What's the best way to follow such an eccentric hole? Why, another highly peculiar one, naturally! Left untouched since Old Tom Morris first fashioned it over a century ago, Dell is the renowned blind par three 5th, its green nestling between towering sand hills that surround the narrow green on all sides. A stone on top of one of the dunes indicates the hole location from the tee so golfers are advised to factor in the wind direction, pick the right club for the yardage then take aim for the hidden flag.
The Old course at Lahinch is an absolute gem. Take note of where the goats are. If they are sheltering near the clubhouse—take your umbrella—you are in for a wet round.
Quintessentially, epitomizing links golf, this setting – breathtaking and so enchanting it seems fairytale-like – is however, double-edged: Helplessly exposed, it's defenceless against the often typical brutal conditions. Lahinch is a shot-maker's haven: Creativity and innovation offset awkward stances/side-hill lies; Discipline, patience, and perseverance combat heather, gorse, relentless wind, and inevitable bad bounces/breaks. With intimidating, "hold-your-breath" tee shots (3, 7), ingenious bunker placement (labelled MacKenzie's best), and several blind shots (some world-renowned), Lahinch's options force golfer to think/strategize. Futile and often disastrous, the "Grip it and rip it" philosophy isn't recommended.
Blessed with natural, distinct, and tremendously varying green sites: steep fall-offs (1), along ridges (9), against stone-wall boundaries (18), atop chasms (3) and plateaus (10, 15), maddeningly three-tiered (13), and impossibly nestled between two giant protruding dunes (14), Ireland's annual South Amateur site presents a challenging environment.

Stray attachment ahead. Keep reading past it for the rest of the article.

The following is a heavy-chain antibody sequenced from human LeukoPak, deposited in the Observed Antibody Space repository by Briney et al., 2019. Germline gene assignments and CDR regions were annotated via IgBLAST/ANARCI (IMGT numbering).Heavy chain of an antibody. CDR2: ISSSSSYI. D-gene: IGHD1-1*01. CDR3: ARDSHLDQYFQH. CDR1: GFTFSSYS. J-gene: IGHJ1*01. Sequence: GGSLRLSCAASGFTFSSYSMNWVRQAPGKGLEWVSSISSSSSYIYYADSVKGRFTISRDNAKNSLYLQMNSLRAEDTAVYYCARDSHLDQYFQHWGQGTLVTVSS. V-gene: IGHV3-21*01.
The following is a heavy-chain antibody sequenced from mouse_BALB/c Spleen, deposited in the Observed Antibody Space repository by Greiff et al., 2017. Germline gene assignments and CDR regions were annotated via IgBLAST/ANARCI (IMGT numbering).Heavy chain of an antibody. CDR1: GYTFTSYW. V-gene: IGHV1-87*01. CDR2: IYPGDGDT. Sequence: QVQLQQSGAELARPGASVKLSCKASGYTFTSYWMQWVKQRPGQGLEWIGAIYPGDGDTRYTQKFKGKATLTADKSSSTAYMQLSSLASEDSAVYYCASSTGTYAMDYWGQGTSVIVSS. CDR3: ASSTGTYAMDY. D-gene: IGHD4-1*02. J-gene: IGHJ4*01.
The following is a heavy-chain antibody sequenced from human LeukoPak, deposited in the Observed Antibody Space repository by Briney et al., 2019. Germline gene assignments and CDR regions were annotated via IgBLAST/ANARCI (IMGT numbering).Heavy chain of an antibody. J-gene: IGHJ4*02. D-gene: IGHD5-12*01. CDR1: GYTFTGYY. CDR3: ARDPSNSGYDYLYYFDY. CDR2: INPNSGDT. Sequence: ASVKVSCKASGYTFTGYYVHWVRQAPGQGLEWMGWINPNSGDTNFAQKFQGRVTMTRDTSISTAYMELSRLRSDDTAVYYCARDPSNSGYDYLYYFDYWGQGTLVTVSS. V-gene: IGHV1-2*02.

Nevertheless, it was modernized/toughened in 2001 by Martin Hawtree, resulting in a "restored MacKenzie course." Lahinch's driveable par 4 (13), reachable par 5's (2,4, 12), and shoreline-hugging, seaside holes (2, 3, 6, 8) make for "fun, exciting" Golf. Dog-legging left and right, holes climb uphill and tumble downhill, over ravines and hillocks, through valleys and hollows, around knolls and hummocks-enhancing this fun and creating a magical Golf excursion. With shots somewhat extinct nowadays... i.e. over Klondyke (4th) – the huge dune interrupting approach shots. The Dell (5th) – a baffling, one-of-a-kind, retro, blind par 3, the 7th drive (over previous green), and the aforementioned 14, Lahinch is a trip back in time, a link to the past, a glimpse of bygone days. Is there a bell golfers ring? No, better – a human, greeting and ensuring golfer's safety while directing "traffic" at the criss-crossing intersection on 5 and 18! (Pinching oneself remedies the "Wake me I must be dreaming" prevalent feeling).
The minimal proximity between clubhouse and first tee means a "most scrutinized swing" and "opening tee shot." Further, engaging quirks include a shared fairway (14 and 15), visible castle-ruins, a hole using two separate greens (11), and goats (Club's logo) acting as barometers (roaming course in good weather, seeking shelter when bad is coming. It’s this oddity that fascinates, educationally mesmerizes us, and puts Lahinch in its own class.
So much more than just a game – here Golf is a way of life! (Sundays the course doubles as a dog park for locals). Eye opening, this interconnectedness is irresistibly enamouring. For students of the game the experience is peerless. Like visiting an old well-kept museum/shrine it thrills while seducing, and tingles the spine while changing the golfer's life. There's only one Lahinch and this timeless design oozing character, while simultaneously disparaging today’s length factor, continues to captivate golfer after golfer. The experts were right. Beau Kazzi